I just read the "How are you inspecting HVAC units and found some of the answers very interesting to say the least. Almost afraid to post this question but thought I would really like to hear from sincere inspectors. How do you inspect the heat exchange on a furnace? Seams many of you are not but this is the most asked about part of a furnace operation from my customers and seams to be very important as to its proper functioning. Those of you who do a thorough inspection of the HVAC, please respond. Thank you in advance.:roll:
Well one thing about this BB is you will never get a answer to any question if you don’t post.
There is very little one can see doing a visual inspection of a heat exchanger. Bora scopes and or carbon monoxide detectors are the basic tools but they are not 100% by any means. I have found many cracked exchangers with the carbon monoxide detector but no telling how many I have missed with just small cracks that did not show up the day of inspection. Disclaim unless you are qualified and licensed to remove the exchanger cover.
Furnaces last forever here, AC is what breaks.
If a crack in a heat exchanger is really bad, when the blower kicks on it will try to blow out the flame on an older furnace. Also the newer furnaces are suppose to shut themselves off if the heat exchanger cracks by use of pressure switches when the crack is heated and opens up. Now the Lennox Pulse furnaces sometimes did not shut themselves off when the heat exchanger cracked, thus they are no longer in production.
Do you have a link or other info on these safety devices?
When you do a basic home inspection, what exactly do you inspect as far as the furnace goes? The carbon monoxide test you were refering to in yor answer, what kind of detector were you using? And finally, do you have a copy of the disclaimer you use?
What and How I inspect basically depends on the type of furnace pertaining to gas fired most common in this area. I pull the front cover and watch the flame pattern like to see a nice blue flame. On the older type open burners I look for evidence of flame roll out any burnt or scorched metal and or wiring exterior to the burner chambers. The amount of rust build up in the bottom of the burner chambers some times I see the burners partially covered with scaling rust that has dropped down from higher areas of the exchanger blocking the gas distribution of the burners.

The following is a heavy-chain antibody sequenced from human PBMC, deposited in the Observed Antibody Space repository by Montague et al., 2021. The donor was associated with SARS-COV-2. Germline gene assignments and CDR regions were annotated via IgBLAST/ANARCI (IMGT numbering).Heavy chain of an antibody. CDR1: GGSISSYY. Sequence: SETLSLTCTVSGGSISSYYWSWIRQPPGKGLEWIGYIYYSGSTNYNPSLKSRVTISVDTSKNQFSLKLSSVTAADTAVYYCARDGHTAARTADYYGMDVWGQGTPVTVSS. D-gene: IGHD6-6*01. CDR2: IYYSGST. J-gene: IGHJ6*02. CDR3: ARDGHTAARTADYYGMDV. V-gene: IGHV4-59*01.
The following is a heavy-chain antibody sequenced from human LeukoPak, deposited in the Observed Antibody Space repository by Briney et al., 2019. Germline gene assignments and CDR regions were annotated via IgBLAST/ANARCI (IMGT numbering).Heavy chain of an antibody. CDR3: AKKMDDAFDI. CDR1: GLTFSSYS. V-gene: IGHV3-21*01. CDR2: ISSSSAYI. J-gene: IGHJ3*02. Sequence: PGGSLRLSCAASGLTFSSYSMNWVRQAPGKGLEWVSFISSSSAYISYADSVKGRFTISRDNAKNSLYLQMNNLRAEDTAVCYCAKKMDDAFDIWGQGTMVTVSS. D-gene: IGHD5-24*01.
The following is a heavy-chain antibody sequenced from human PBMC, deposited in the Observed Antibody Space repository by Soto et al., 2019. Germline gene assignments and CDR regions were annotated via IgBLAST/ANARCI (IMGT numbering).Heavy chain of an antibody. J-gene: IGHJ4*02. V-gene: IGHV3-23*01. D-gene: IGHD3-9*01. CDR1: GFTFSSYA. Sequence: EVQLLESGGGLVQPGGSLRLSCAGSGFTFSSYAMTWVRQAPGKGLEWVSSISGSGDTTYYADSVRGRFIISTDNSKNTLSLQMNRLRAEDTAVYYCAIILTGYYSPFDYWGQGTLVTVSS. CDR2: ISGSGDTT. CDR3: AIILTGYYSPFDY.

If the furnace is really old I have in the past pulled one of the low voltage wire spades and re-connect from the top of the gas valve so that I can actually observe the flame during the ignition to see the amount of roll out.
A biggie for me is I stay with the furnace after I have turned the stat out of the heat mode and determine that the blower does indeed cycle off after the burner shuts down. Another biggie for me is I ensure the burner is not cycling on and off on a safety or limit switch before it reaches the set point of the stat I see this on a frequent basis and the home owner is not even aware of it.
I use a Fluke CO meter
I myself do not use a standard disclamer I use a simple statement Like (The furnace was operated at the time of inspection through a normal cycle and was performing as intended but should be considered as having exceeded an average life expectancy for this type of equipment and recommend you budget for its replacement)
Rip open a dozen heat exchangers without using a screwdriver.
How? Check this out!
I look forward to going through the coarse online, when available.
I question the idea of providing such an invasive inspection of a typical HVAC system, as part of a standard H/I, under the SOP as existing, and as I understand it. This additional amount of technical education and/or service provided to the customer by you/us may/could be a “pandora’s box” if the H/I goes bad, and you end up in court.
I visually inspect the exterior/interior of the Furnace/AHU, typically noting the Mod.& Ser.#'s, and commenting on the basic physical conditions, and on the basic system cycle. I interpret my findings, limited as they may be, and I usually recommend that the unit/system be further inspected by a Prof. HVAC Contr. IMO
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